"Even without such identification I believe that we have already sufficient evidence to indicate beyond reasonable doubt that, whatever its whereabouts, the Turin Shroud was in existence at least from the sixth century on, and by implication dates therefrom back to the time of Christ. I submit that this would appear eminently acceptable to the ordinary canons of the history of art, were it not for the fact that the Shroud of Turin is so unusual a document. As was the case with Delage's medico-legal evidence, so it is, or has been, with the Shroud's historical and artistic claims. What he wrote of the reaction of his scientific colleagues in 1902, applies with equal force to the attitude prevailing in some circles today. `If they [the hypotheses that he had put before the Academy of Sciences] have not received from certain people the welcome they deserved, the sole reason is that there has been unfairly grafted on to this scientific question a religious issue which has excited men's minds and misled right reason. If not Christ but Sargon or Achilles or one of the Pharaohs had been involved, no one would have any objection. I consider Christ as an historical person, and I see no reason why people should be scandalised if there exists a material trace of his existence.' Perhaps Delage would allow us to add: Nor should we be surprised if strangely compelling artistic witnesses and certain documents urge us to look again at the baffling claims of that material trace." [Delage, Y., "Communication to Academie des Sciences, Revue Scientifique, 31 May 1902]" (Green, Ibid).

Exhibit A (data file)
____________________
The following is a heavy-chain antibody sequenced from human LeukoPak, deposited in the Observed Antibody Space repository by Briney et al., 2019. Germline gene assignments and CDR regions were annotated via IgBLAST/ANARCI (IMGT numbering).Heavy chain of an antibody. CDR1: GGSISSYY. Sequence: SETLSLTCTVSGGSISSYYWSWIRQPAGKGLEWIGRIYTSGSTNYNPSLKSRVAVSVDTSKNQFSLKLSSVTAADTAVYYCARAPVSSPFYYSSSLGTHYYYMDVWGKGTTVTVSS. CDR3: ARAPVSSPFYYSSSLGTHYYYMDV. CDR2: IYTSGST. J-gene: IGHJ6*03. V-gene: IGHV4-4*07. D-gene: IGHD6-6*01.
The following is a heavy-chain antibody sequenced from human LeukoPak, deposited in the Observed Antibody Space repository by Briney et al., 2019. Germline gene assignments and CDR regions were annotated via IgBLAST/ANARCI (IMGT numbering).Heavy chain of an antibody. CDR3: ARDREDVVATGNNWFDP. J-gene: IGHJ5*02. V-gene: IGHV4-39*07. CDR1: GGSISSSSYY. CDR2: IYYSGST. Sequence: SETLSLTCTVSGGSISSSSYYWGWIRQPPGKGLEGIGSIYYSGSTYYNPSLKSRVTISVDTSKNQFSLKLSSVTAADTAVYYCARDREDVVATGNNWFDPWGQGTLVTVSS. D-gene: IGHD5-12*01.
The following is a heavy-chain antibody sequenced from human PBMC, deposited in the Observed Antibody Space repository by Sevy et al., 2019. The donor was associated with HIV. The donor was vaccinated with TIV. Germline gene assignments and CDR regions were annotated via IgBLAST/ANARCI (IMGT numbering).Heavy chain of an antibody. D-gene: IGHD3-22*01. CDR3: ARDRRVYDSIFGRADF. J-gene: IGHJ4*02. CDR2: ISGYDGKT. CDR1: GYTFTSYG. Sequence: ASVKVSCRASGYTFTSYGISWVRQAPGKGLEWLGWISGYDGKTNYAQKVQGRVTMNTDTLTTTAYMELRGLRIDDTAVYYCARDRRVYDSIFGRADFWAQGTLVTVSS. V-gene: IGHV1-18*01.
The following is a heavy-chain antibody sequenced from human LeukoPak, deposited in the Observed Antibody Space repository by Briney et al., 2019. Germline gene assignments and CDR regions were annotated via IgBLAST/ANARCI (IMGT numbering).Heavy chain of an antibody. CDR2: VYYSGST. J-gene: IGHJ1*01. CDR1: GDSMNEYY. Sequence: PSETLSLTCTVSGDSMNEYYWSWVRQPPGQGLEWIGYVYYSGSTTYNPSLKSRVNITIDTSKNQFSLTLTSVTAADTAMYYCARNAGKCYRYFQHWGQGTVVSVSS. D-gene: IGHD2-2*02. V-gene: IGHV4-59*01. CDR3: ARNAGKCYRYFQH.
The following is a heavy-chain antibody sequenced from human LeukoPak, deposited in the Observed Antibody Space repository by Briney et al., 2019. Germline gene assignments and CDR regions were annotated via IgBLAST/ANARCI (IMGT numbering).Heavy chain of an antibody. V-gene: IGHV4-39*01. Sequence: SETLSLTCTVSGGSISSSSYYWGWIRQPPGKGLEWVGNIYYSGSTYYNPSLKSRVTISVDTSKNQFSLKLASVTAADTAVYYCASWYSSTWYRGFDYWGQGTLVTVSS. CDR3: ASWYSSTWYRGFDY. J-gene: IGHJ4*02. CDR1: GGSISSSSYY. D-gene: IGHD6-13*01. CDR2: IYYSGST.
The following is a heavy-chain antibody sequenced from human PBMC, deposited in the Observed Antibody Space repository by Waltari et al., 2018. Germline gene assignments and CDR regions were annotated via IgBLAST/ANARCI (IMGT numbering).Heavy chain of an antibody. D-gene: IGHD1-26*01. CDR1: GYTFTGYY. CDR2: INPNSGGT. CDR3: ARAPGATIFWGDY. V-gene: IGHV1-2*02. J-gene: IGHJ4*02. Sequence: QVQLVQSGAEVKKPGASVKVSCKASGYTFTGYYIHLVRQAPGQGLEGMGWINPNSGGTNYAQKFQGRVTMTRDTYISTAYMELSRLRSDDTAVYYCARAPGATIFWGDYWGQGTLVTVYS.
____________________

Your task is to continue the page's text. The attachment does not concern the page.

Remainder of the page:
Note that some of these Vignon markings are not part of the body image at all but are just wrinkles and blemishes in the cloth (e.g. "(13) transverse line across throat" above). But artists from the sixth century onwards were dutifully copying these non-image, accidental blemishes found on the Shroud in their portraits of Christ.